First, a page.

In 1955 Robert Coble, a recent graduate from M.I.T., joined the team. A series of experiments ensued with polycrystalline aluminum oxide (PCA). Coble added magnesium to the mix, making a material Burke described as "more nearly transparent than had ever been hoped for. Actually, it was more nearly translucent. ... the material appears similar to a slightly frosted glass–but light transmission is from 90-95%."

Metallurgists and ceramicists worked on improving processing techniques needed to produce the new material (now called "Lucalox" for Translucent Aluminum Oxide) consistently, mainly by determining the manufacturing parameters. George Inman, a senior manager of GE's Nela Park lighting works in Cleveland heard of the PCA research during a trip to Schenectady in 1956 and directed engineer William Louden to begin assessing the possibilities of making a new lamp. In late 1957, Inman sent chemical engineer Nelson Grimm to Schenectady to learn about Lucalox and its manufacture. Grimm returned to Nela Park and established a "pilot-plant scale operation" that began providing tubes of the translucent material to Nela's lamp designers in 1958.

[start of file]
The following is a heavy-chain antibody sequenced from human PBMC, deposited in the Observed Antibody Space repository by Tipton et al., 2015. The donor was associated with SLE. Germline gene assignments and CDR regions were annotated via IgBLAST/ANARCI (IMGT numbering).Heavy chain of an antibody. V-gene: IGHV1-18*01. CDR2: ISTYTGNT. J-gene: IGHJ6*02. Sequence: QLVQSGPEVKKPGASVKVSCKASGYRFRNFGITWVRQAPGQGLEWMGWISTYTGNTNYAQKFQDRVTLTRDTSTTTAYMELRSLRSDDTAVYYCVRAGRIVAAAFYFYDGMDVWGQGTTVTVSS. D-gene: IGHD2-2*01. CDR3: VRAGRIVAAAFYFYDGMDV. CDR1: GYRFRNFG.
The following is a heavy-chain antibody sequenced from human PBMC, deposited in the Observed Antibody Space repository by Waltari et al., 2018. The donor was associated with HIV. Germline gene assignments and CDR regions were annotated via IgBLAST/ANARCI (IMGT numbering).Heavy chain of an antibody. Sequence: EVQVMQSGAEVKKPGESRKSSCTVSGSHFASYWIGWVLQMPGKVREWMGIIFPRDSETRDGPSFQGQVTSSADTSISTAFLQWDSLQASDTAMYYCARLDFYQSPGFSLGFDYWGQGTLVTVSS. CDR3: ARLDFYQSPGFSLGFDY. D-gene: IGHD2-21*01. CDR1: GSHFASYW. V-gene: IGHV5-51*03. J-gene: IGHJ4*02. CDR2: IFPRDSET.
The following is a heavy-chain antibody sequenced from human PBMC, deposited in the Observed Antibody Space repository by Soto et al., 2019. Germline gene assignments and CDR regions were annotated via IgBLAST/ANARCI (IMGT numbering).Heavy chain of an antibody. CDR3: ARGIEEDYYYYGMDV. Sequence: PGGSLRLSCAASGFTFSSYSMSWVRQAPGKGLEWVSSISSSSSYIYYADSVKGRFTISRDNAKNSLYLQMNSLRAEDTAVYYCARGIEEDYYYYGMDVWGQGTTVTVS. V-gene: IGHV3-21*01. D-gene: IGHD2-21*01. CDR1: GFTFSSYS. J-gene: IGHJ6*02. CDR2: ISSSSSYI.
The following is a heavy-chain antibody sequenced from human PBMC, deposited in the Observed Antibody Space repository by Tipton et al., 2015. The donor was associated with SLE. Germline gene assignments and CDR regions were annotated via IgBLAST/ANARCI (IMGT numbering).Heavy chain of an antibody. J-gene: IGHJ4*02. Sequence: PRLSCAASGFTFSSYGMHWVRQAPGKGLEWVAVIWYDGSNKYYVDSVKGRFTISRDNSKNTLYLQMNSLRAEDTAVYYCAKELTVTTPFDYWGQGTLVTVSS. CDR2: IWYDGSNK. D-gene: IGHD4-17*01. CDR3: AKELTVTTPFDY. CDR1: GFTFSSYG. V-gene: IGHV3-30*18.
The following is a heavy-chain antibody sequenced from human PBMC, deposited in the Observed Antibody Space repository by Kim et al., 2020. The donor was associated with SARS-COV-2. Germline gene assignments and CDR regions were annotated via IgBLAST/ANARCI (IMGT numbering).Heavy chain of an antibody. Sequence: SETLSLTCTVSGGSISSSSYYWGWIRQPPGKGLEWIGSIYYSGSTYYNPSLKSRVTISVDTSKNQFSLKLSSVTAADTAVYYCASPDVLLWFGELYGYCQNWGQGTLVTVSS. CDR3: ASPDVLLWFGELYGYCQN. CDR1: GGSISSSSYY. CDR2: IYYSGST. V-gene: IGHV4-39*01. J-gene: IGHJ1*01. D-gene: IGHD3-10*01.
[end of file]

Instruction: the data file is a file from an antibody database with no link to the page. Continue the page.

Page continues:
Cutaway view of Lucalox arc tube, 1968
Lucalox tube
S.I. image #99-4125

Physical chemist Kurt Schmidt began experimenting with different fill-gasses and in August 1959 filed for a patent on "Metal Vapor Lamps" that included sodium. Still, the lamps were not ready for sale. A difficult problem lay in sealing the ceramic tubes, since they could not be pinched shut like hot glass. Few sealing materials would stick to the new ceramic, and those that did needed to withstand the high operating temperatures and pressures of the lamp.

The task of designing the seals fell to Louden who later recalled, "The first seals that we made to Lucalox with metal were very short lived and we experimented for a long time with various methods of sealing. We got life out to 2000 hours, and at that point everybody began to recognize that we had something that might be commercially feasible." Niobium was chosen for the seal and made into a cap that expanded at nearly the same rate as aluminum oxide. However, niobium was a fairly exotic element, and new methods of working it had to be devised. Also, a material had to be found to serve as a "frit" (or caulking) between the niobium cap and the equally exotic ceramic tube.